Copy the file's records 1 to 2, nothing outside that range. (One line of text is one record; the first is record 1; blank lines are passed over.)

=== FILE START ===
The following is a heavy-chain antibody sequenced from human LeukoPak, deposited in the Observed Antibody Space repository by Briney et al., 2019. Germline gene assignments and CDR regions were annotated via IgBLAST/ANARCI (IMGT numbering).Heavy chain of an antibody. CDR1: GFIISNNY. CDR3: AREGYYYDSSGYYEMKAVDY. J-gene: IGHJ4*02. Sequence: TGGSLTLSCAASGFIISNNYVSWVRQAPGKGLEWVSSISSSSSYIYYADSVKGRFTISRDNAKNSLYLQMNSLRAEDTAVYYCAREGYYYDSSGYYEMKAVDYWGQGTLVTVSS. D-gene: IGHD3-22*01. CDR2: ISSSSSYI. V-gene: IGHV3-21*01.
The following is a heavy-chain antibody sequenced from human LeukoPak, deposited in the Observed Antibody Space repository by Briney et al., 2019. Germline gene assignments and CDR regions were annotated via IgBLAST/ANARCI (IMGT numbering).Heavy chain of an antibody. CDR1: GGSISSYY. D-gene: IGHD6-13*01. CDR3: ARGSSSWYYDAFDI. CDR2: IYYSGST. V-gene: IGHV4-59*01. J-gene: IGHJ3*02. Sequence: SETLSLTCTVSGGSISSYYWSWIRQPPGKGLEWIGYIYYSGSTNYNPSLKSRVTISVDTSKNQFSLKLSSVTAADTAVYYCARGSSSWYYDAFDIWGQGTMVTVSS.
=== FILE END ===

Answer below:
The following is a heavy-chain antibody sequenced from human LeukoPak, deposited in the Observed Antibody Space repository by Briney et al., 2019. Germline gene assignments and CDR regions were annotated via IgBLAST/ANARCI (IMGT numbering).Heavy chain of an antibody. CDR1: GFIISNNY. CDR3: AREGYYYDSSGYYEMKAVDY. J-gene: IGHJ4*02. Sequence: TGGSLTLSCAASGFIISNNYVSWVRQAPGKGLEWVSSISSSSSYIYYADSVKGRFTISRDNAKNSLYLQMNSLRAEDTAVYYCAREGYYYDSSGYYEMKAVDYWGQGTLVTVSS. D-gene: IGHD3-22*01. CDR2: ISSSSSYI. V-gene: IGHV3-21*01.
The following is a heavy-chain antibody sequenced from human LeukoPak, deposited in the Observed Antibody Space repository by Briney et al., 2019. Germline gene assignments and CDR regions were annotated via IgBLAST/ANARCI (IMGT numbering).Heavy chain of an antibody. CDR1: GGSISSYY. D-gene: IGHD6-13*01. CDR3: ARGSSSWYYDAFDI. CDR2: IYYSGST. V-gene: IGHV4-59*01. J-gene: IGHJ3*02. Sequence: SETLSLTCTVSGGSISSYYWSWIRQPPGKGLEWIGYIYYSGSTNYNPSLKSRVTISVDTSKNQFSLKLSSVTAADTAVYYCARGSSSWYYDAFDIWGQGTMVTVSS.